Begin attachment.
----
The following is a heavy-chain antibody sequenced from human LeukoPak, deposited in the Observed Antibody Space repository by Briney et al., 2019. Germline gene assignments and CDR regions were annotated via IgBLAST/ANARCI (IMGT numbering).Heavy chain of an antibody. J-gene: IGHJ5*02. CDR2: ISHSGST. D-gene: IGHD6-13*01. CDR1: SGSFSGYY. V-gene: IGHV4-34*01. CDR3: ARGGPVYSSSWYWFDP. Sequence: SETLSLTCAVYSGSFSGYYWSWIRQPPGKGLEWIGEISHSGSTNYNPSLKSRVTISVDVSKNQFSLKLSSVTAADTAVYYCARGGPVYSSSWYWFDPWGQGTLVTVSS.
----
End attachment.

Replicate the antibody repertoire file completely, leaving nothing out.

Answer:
The following is a heavy-chain antibody sequenced from human LeukoPak, deposited in the Observed Antibody Space repository by Briney et al., 2019. Germline gene assignments and CDR regions were annotated via IgBLAST/ANARCI (IMGT numbering).Heavy chain of an antibody. J-gene: IGHJ5*02. CDR2: ISHSGST. D-gene: IGHD6-13*01. CDR1: SGSFSGYY. V-gene: IGHV4-34*01. CDR3: ARGGPVYSSSWYWFDP. Sequence: SETLSLTCAVYSGSFSGYYWSWIRQPPGKGLEWIGEISHSGSTNYNPSLKSRVTISVDVSKNQFSLKLSSVTAADTAVYYCARGGPVYSSSWYWFDPWGQGTLVTVSS.